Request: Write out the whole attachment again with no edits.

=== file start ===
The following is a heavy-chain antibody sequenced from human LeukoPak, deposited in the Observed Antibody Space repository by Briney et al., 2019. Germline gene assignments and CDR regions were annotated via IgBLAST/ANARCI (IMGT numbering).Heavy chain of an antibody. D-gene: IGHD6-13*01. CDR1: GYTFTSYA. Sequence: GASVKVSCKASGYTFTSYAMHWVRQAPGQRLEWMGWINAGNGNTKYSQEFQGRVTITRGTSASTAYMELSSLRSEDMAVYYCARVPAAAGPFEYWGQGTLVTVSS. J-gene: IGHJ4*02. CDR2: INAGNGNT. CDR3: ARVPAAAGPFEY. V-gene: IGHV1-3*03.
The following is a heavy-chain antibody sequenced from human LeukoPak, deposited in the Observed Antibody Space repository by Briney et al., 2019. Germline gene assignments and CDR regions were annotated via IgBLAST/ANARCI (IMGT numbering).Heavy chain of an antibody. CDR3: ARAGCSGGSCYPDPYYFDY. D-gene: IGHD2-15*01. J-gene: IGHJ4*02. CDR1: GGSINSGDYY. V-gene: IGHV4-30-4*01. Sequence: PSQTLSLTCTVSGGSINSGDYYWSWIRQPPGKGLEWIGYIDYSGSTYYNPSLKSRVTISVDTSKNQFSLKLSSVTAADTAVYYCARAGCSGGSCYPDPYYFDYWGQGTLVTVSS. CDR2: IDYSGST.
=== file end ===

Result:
The following is a heavy-chain antibody sequenced from human LeukoPak, deposited in the Observed Antibody Space repository by Briney et al., 2019. Germline gene assignments and CDR regions were annotated via IgBLAST/ANARCI (IMGT numbering).Heavy chain of an antibody. D-gene: IGHD6-13*01. CDR1: GYTFTSYA. Sequence: GASVKVSCKASGYTFTSYAMHWVRQAPGQRLEWMGWINAGNGNTKYSQEFQGRVTITRGTSASTAYMELSSLRSEDMAVYYCARVPAAAGPFEYWGQGTLVTVSS. J-gene: IGHJ4*02. CDR2: INAGNGNT. CDR3: ARVPAAAGPFEY. V-gene: IGHV1-3*03.
The following is a heavy-chain antibody sequenced from human LeukoPak, deposited in the Observed Antibody Space repository by Briney et al., 2019. Germline gene assignments and CDR regions were annotated via IgBLAST/ANARCI (IMGT numbering).Heavy chain of an antibody. CDR3: ARAGCSGGSCYPDPYYFDY. D-gene: IGHD2-15*01. J-gene: IGHJ4*02. CDR1: GGSINSGDYY. V-gene: IGHV4-30-4*01. Sequence: PSQTLSLTCTVSGGSINSGDYYWSWIRQPPGKGLEWIGYIDYSGSTYYNPSLKSRVTISVDTSKNQFSLKLSSVTAADTAVYYCARAGCSGGSCYPDPYYFDYWGQGTLVTVSS. CDR2: IDYSGST.